You boil water every day, possibly several times a day. In fact, most of us start the day by boiling one or more cups of water.
I mean is it even possible to survive without the morning hit of Java? Having said that, today morning when I was preparing my fix, I noticed that water takes awfully long to boil.
Perhaps it is just my desperation for caffeine that made every minute seem longer. But, it got me thinking – Just how much time does it take to bring water to a boil?
After all, apart from coffee, you use boiled water in every second form of cooking.
So, logically, the question should be – How much time before whatever food I am cooking can be dunked into the hot water.
But here is the thing, most recipes call for the use of boiled water. This means that if you start with a lower-than-required water temperature, you are bound to end up with an overcooked and mushy version of whatever it is that you are whipping up.
Even if you are not into cooking, the answer to a question like, “how long does it take to boil a gallon of water” would come in handy if you ever find yourself in the woods with just a gurgling river as your source of life-sustaining H20.
So, continue reading to learn more about an oft-ignored fact.
How Much Time Would Science Take To Boil Water?
And you thought boiling water is about culinary arts! Science is still on the scene, so let’s use physics to solve the problem.
In an optimal scenario, which means completely efficient and constant heating as well as no heat loss, it would take:
- 90 seconds to raise the temperature of 250 ml water from 15 degree C to 100 degree C, in a water heater that uses 1kWh.
- 250 ml is a cup of water, so 2 cups would take you 180 seconds or 2.5 minutes.
- 4 cups (1 liter) would take you 5 minutes.
Now, let’s take the scientific babble further and talk about how we arrived at these figures.
Assume that you are working with a perfectly efficient water heater and you want to know how long it takes to boil a gallon of water.
You need 1.8 Btu to raise the temperature of 1 pound of water by 1 degree Celsius.
1 gallon of water = 8.33 lbs.
So, you would need 1.8 X 8.33 = 14.99 (about 15) Btu to increase the temperature of 1 gallon of water by 1 degree Celsius.
Remember that you started with water at 15 degrees C and you want to boil it, which is 100 degrees Celsius.
Hence, we are talking about a temperature increase of 85 degrees C.
The heat energy requirement for that would be: 15 Btu X 85 degrees temperature increase = 1275 Btu
The 1 kWh water heater will give you about 3412 Btu/hour. i.e. 3412 Btu divided over 60 minutes.
So, how much time would it take for this heater to get you 1275 units?
That would be: (1275 X 60) / 3412 = 22.42 minutes (approximately 23 minutes)
Phew, that was a lot of math for one day and one article!! Bet that transported you back to high school. But, don’t worry, I am not going to ask you to fiddle around with the calculator when you have a casserole to worry about.
Don’t get me wrong now – The calculation above is 100% accurate. But, the big problem is that it only works in optimal conditions. That means constant heating and no loss of heat energy!
But, no matter what kind of appliance you use, you will not achieve the optimal conditions.
So, rest assured that it will take you longer than the 23 minutes we calculated above to get a gallon of water to a rolling boil. But, the good news is that you can lower the time required by controlling or changing certain factors.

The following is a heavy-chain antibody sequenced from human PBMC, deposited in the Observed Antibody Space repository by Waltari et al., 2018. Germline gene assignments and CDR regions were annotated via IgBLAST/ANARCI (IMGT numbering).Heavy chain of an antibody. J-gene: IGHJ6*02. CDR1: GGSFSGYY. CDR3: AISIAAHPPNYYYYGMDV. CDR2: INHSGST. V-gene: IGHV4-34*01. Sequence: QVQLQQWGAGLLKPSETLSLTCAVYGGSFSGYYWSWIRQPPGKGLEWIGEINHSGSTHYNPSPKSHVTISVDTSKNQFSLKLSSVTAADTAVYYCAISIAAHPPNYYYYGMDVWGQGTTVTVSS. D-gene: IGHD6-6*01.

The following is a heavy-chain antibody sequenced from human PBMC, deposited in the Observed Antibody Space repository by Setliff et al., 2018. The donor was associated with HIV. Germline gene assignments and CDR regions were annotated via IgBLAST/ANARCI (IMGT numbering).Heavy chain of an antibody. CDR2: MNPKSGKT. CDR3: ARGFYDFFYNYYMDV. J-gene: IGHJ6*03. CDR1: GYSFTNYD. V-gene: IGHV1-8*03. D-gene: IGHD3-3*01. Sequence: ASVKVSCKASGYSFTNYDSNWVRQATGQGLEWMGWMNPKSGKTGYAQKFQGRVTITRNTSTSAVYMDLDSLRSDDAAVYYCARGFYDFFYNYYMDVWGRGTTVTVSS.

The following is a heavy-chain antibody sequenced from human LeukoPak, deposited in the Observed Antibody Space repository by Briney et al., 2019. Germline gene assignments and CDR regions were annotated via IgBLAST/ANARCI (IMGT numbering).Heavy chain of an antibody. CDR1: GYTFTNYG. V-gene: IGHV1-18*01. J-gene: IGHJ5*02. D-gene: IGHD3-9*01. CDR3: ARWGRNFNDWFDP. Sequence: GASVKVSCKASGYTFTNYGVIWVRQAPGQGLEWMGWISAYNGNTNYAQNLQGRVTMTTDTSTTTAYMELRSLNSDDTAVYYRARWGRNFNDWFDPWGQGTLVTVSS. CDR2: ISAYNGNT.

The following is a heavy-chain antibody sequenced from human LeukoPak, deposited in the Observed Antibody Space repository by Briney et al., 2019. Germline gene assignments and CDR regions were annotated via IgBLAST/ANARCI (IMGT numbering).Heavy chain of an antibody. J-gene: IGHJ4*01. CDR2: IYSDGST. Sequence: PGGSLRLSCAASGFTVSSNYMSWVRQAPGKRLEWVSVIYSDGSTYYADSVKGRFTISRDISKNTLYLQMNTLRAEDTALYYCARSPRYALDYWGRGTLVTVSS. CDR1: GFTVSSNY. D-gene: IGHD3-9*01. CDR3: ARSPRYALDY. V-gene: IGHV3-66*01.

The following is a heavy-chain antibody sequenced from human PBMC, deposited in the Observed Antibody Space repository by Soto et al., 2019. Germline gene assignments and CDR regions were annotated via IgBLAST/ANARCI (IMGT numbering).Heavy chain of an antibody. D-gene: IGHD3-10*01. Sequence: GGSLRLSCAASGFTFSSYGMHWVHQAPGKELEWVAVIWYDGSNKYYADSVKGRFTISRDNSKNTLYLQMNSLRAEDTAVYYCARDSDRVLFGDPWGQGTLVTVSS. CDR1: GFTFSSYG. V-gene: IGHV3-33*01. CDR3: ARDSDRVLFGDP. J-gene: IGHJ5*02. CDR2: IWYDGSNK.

Why Is The Dang Water Taking Forever To Boil?
That’s because you are watching it constantly and making the stove and the water nervous! Jokes apart, but there are actual factors that do influence the amount of time it takes for the water in that pot to boil and these are variables that are completely in your control. They include:
1. The starting temperature
Notice how in the calculation above, the amount of heat available is multiplied by the actual degrees of temperature change that has to be achieved.
Because we started at 15 degrees C, we did this- 15 BTU heat required X 85 (degrees temperature change between 15 and 100 degrees C).
But, if you were to start at 30 degrees, you need to achieve a temperature change of 70 degrees. This would bring down your heat requirement to 1050 Btu and your time down to approximately 19 minutes.
2. The heating appliance or method
Unless you are out camping with just a small stove at your disposal, you will have a multitude of ways to boil the H2O. It goes without saying that some of these methods and appliances are more efficient than others.
For instance, while a regular kitchen stove is indeed the number one choice for boiling water, a closed, electric powered appliance can get the job done faster, simply because there is less heat loss in the covered chamber of a microwave and in the covered, flameless pot of an electric kettle.
3. The amount of heat energy and water
Yes, you do create a more optimal heating environment with the above mentioned appliances. But, these appliances don’t allow you to control the amount of heat supplied.
For instance, the energy that you get from an electric heater vis a vis a gas stove will get a cup of water or even a liter of water to boil faster. But, what happens when you increase the amount of water to say 3 gallons?
In this scenario, the heat supplied will continue to stay almost constant in a heater or even the microwave. Simply put, the quantity of water will be more than what is optimal for the heat energy provided by these appliances. So, it will take longer for the 3 gallons of water to boil.
On the other hand, suppose you have the same three gallons but this time you have a massive stove top that creates a roaring, large flame and allows you to control the flame size. Although there will be greater energy loss, for the given amount of water, you can supply the required amount of heat and maybe even more with a flame-control appliance.
The result will be a rolling boil achieved in a matter of minutes. So, the conclusion to this discussion is that the amount of water and the amount of heat both matter. The lower the amount of water, the faster you can get the liquid to boil. And, the higher the amount of heat supplied, the faster the water gets to its boiling point.
4. The cookware metal
Take a stroll down the aisle that sells kitchenware and you are bound to notice pots and pans of different shape and made from different metals. For instance, multi-clad bottom and copper bottom pots have been the rage for a while now, and for a good reason.
Copper is, hands down, the best conductor of heat when it comes to cookware material. It conducts heat 20 times better/faster than steel, five times as fast as iron and almost twice as fast as aluminum.